Sunday, October 16, 2022

Recital vs. concert

In connection with yesterday’s post about ego and anxiety in solo vs. ensemble performance, it’s interesting to note the contrasting connotations and derivations of the terms concert and recital. 

While people sometimes use “concert” to describe a solo performance, it more properly refers to a group effort. The etymology is a little obscure: it could derive from con+cantare, to sing together, or from con+certare, which means to contend with—the latter a bit odd until you realize that “contend” might be used collaboratively as well as oppositionally (as in the dual meanings of “to fight with”). In any case, it clearly has to do with more than one person.

“Recital”, if you think about it, is not an obvious term for a musical performance. It was coined by Franz Liszt, who also pioneered the concept of the solo show. Prior to Liszt, even a concert that featured a star pianist would comprise multiple acts: it might include a symphony, arias from currently popular operas with orchestral accompaniment, and a concerto in addition to  solo keyboard numbers. Liszt at first called his one-man shows “soliloquys”; then in 1840, he billed two London performances as “Liszt’s Pianoforte Recitals”—suggesting, in true Romantic fashion, the idea that the performer of wordless instrumental music is a kind of poet.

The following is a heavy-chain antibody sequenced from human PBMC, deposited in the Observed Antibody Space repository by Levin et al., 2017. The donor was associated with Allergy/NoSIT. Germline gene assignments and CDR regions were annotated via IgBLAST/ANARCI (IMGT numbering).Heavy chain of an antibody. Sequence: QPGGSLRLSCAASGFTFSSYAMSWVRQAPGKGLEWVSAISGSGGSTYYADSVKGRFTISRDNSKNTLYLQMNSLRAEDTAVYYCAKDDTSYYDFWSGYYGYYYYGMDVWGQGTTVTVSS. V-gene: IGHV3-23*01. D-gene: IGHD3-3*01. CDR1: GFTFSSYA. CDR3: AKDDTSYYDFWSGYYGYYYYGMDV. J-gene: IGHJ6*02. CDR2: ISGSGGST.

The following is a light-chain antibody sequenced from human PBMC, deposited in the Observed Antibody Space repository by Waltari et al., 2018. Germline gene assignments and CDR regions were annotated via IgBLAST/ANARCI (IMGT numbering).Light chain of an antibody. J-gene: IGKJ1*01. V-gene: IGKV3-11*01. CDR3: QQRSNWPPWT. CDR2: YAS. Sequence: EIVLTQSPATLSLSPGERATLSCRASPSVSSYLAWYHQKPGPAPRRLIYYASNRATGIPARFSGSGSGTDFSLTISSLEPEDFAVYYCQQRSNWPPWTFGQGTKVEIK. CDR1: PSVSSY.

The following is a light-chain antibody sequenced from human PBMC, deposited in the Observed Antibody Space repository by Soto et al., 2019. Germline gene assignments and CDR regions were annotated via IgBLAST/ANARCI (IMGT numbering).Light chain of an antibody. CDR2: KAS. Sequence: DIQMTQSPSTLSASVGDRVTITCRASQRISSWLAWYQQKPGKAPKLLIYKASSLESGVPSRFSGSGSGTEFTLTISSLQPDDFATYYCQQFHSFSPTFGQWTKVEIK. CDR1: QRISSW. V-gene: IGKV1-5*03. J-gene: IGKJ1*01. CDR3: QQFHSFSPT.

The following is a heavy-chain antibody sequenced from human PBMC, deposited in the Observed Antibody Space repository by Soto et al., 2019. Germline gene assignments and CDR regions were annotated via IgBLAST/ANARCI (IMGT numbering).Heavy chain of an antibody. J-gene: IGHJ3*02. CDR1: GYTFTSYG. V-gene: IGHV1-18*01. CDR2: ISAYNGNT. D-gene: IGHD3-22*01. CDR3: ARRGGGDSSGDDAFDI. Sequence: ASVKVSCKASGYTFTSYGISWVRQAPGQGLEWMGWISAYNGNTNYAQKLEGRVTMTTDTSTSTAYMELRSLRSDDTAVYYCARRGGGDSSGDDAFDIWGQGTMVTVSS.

Liszt was also Western music’s second-ever “rock star” (modeling himself after the trailblazing violin virtuoso Paganini), attracting thousands to his concerts and inspiring an unprecedented degree of mass adulation that the poet and music critic Heinrich Heine dubbed “Lisztomania”. 

Describing his new invention to a friend, Liszt invoked the absolute monarchy of Louis IV and quipped “Le concert, c’est moi.” Obviously tongue in cheek—but still, from its inception, the recital has been bound up with the egomaniacal cult of the performer. 

I find it somehow heartening to realize that as a modern recitalist attempting to dampen my ego, I am not only bucking human nature but also pushing back against an almost 200-year-old tradition.

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